trees. In a flurry of logging, most of the virgin forest was destroyed.
West Virginia's second forest
Are the state's forests targeted for another 20- or 30-year explosion? Would
that explosion be followed by another timber depression?
Ronald L. Lewis, a professor of history at West Virginia University, was
intrigued by those questions. For the last few years, Lewis, a prominent
coal and labor researcher, dug into timber history. In a series of recent
articles, Lewis questioned the imp acts of turn-of-the-century timbering.
"The cutting of the virgin forest caused the virtual elimination of
entire ecological systems, with profound social and environmental consequences,"
Lewis wrote. "By the 1920s, even the most strident promoters of West
Virginia's industrialization had amp le reason to contemplate its consequences.
"The self-sufficient agriculture that had been the basis of traditional
culture now was pushed aside by a modern commercial system," Lewis
wrote in the WVU Alumni Magazine Summer 1996 issue.
"A new market system that had initially seemed reason for optimism
among farmers in the deforested mountains now placed them in direct competition
with midwestern producers who labored under fewer geographic disadvantages,"
he wrote. "Then, with the tree s gone, the railroads pulled up their
tracks and left the newly market-dependent mountain population stranded.
"When it was all over, the countryside was a forlorn sea of stumps,
industrial refuge and commercially devastated people, abandoned to the more
forgiving forces of nature."
Cutting the giant virgin forest left dry branches and treetops on the forest
floor. This created a tinderbox awaiting a careless spark.
"With heavy steam equipment in the forest, sparks were ever present
to ignite the infernos which repeatedly swept the countryside," Lewis
wrote. "The extent of the damage caused by these fires is staggering.
"In 1908, the number of fires reached 710 and burned an area of more
than 1.7 million acres, representing more than one-tenth of the entire surface
of the state and one-fifth of its forested area.
"Destruction of the deep humus soil that had built up on the forest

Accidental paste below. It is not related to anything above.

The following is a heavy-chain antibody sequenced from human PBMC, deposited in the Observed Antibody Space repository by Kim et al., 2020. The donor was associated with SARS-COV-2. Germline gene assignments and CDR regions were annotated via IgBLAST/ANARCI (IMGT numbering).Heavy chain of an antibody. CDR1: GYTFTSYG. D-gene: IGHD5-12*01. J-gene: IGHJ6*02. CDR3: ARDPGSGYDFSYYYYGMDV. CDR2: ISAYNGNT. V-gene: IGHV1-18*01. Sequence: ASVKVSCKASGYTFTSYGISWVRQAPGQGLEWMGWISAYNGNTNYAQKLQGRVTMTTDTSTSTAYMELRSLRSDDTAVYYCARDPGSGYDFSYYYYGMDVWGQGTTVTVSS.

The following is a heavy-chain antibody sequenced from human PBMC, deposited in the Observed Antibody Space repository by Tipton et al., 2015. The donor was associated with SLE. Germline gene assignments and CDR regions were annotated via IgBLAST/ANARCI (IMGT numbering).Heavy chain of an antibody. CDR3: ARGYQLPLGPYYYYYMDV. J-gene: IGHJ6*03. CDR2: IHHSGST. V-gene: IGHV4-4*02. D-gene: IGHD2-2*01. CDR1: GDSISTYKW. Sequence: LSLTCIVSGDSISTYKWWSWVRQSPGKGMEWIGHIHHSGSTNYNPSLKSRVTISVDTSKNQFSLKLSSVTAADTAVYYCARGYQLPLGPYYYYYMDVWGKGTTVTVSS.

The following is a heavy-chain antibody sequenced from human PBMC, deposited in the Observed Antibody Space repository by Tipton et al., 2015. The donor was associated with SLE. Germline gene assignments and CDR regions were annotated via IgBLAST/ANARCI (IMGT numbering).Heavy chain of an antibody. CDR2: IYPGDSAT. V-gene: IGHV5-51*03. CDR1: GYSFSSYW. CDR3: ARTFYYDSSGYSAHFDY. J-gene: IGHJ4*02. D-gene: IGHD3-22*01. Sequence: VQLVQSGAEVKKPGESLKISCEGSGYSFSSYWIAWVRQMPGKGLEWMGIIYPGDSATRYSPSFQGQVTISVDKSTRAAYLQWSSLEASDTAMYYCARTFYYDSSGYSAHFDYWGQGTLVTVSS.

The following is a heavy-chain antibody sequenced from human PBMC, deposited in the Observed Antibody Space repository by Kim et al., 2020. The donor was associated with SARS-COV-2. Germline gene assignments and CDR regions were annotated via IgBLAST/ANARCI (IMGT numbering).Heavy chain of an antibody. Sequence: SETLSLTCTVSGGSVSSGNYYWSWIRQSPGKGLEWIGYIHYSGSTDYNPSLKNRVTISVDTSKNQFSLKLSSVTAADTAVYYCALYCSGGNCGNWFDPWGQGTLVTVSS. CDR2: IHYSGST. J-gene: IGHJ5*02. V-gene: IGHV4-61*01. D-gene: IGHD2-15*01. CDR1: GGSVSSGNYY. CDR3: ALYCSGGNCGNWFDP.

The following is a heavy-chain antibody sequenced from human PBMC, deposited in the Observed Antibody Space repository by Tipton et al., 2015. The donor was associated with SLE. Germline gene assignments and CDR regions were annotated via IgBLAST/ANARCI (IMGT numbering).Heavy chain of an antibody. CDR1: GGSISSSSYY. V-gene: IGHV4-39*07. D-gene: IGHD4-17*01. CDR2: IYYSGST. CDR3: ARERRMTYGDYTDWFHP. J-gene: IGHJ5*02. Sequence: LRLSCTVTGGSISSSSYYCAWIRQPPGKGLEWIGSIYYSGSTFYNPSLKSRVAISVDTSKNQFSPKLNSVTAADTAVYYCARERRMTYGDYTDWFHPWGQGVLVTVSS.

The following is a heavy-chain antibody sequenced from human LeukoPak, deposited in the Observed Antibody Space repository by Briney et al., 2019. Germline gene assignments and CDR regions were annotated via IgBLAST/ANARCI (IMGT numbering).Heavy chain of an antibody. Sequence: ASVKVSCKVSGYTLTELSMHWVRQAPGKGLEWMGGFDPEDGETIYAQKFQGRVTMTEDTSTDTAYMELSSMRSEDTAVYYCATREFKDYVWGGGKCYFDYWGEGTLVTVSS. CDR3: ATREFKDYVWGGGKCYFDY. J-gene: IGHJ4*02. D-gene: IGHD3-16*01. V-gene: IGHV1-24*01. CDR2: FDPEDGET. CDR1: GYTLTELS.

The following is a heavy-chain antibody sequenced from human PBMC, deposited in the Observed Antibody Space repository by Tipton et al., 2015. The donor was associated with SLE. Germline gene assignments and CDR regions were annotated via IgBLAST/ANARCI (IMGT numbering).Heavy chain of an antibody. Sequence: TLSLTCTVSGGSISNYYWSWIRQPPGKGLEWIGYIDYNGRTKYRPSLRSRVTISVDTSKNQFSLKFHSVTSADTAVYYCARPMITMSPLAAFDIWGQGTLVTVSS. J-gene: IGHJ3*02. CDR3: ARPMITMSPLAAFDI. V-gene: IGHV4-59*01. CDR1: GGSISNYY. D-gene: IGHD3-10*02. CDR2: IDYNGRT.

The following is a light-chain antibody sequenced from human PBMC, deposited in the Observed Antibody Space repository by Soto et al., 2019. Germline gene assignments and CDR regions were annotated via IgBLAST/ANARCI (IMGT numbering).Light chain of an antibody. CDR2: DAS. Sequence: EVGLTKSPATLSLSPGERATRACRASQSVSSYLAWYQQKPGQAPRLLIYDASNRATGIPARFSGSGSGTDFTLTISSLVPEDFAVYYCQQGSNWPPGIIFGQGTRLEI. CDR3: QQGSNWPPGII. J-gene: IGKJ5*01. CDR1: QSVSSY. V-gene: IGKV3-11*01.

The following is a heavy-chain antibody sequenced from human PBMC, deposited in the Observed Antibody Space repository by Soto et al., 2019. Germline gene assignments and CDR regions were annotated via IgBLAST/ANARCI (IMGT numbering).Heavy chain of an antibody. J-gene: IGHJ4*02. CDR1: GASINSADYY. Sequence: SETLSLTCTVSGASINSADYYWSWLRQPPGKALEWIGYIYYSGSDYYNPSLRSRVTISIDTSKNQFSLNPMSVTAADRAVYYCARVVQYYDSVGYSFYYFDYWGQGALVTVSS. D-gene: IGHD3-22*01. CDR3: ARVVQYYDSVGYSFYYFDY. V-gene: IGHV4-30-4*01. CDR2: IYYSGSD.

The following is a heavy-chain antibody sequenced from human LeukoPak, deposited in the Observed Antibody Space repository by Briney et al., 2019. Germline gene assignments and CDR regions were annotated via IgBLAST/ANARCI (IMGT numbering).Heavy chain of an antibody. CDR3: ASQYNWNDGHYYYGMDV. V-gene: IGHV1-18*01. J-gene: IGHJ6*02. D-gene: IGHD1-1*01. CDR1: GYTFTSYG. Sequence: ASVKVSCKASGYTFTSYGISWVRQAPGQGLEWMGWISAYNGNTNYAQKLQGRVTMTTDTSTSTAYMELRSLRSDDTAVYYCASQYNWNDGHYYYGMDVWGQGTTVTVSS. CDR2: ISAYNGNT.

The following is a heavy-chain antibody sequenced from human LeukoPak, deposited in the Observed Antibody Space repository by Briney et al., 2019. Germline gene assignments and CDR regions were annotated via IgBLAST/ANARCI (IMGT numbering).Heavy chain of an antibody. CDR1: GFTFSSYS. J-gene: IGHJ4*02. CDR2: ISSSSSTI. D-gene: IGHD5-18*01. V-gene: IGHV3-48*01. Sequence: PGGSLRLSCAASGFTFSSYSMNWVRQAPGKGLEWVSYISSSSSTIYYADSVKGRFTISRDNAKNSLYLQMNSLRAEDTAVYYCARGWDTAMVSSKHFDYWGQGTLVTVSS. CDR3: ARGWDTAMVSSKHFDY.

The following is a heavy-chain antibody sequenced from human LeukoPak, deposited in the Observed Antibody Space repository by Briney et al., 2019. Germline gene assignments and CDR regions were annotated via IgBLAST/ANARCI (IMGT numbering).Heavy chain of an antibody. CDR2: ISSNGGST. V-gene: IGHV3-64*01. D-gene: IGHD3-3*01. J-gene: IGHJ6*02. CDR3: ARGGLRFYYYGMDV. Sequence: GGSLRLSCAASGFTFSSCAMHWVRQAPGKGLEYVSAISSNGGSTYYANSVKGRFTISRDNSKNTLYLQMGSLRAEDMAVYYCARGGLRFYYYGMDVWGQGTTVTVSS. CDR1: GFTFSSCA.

floor for thousands of years reduced countless acres of land to bare rock
in the highest elevations of the interior counties," Lewis wrote.
In a 1911 report for the West Virginia Geological Survey, noted conservationist
A.B. Brooks blamed the timber cutting for the increase in flooding across
the state. Deforestation also played a role in droughts, Brooks explained.
"Generally speaking, a woodland soil absorbs more water than naked
ground," Brooks wrote. "The decaying leaves, the roots and stems,
and the more porous nature of the upper layers of the forest soil take up
the rain and melting snow, and hold it for a ti me, permitting it to filter
away slowly and enter the streams gradually.
"Sudden rushes of water down steep slopes after a rain are thus hindered,
and the streams rise more slowly, flow more regularly, and seldom reach
excessively low stages.
"When the same has been laid bare and packed by its own weight and
under the unobstructed beating of rain drops, its surface hardens, its porosity
is lessened, and it sheds water like a roof.
"The West Virginia mountains would, if denuded, be a constant menace
to all the lower valleys," Brooks wrote in 1911. "Floods surpassing
everything known in this region heretofore would be sure to follow. On the
other hand, streams would speedily become dry after the rains had ceased."
Brooks noted that data, new at the time, showed that floods in the Ohio
River at Wheeling increased 28 percent in number over 26 years. Potomac
River floods at Harpers Ferry increased 36 percent in 18 years. The Monongahela
River floods at Greensboro, Pa ., showed an increase of 73 percent in 24
years and Kanawha River flooding 83 percent at Charleston over 20 years.
Further, the increase in low water periods, for the same time period, was:
Ohio River, 39 percent Potomac 40 percent Monongahela, 36 percent and Kanawha
about the same as the Monongahela.
"The increase of the total discharge of West Virginia rivers, in spite
of diminishing rainfall and a greater fluctuation than formerly in the periods
of high and low water, is due solely, so far as available data can be interpreted,
to the deforestation of the mountains," Brooks wrote.
"There is no reason to doubt that a continuation of the timber cutting
and burning will increase the fluctuation of the streams, if, indeed, it
does not permanently reduce the rainfall which is by no means improbable."
Clarkson was even more blunt and harsh in his 1964 book.
"Thus, throughout the State lumbering and its insidious camp follower,
fire, reduced the grandeur of the original forest to a rubble of smoking
sticks and bare stone," he wrote. "The resultant erosion and lack
of flood control have cost millions and grea tly reduced the beauty and
value of the land.
"Who is to blame? - The lumber barons who greedily grew richer as the
land was savaged? The politicians who allowed them to pillage the land?
Or the people of the state who sat by and ignored it all? Future generations
will condemn all of them!"
Lewis offered a more hopeful prediction.
"Our growing environmental consciousness has spawned yet another transition
in the mountains: we now seek to save our woods from the people, because
the passing of the virgin forest, which we thought would save the people
from the woods, pushed mountain culture to the brink of extinction."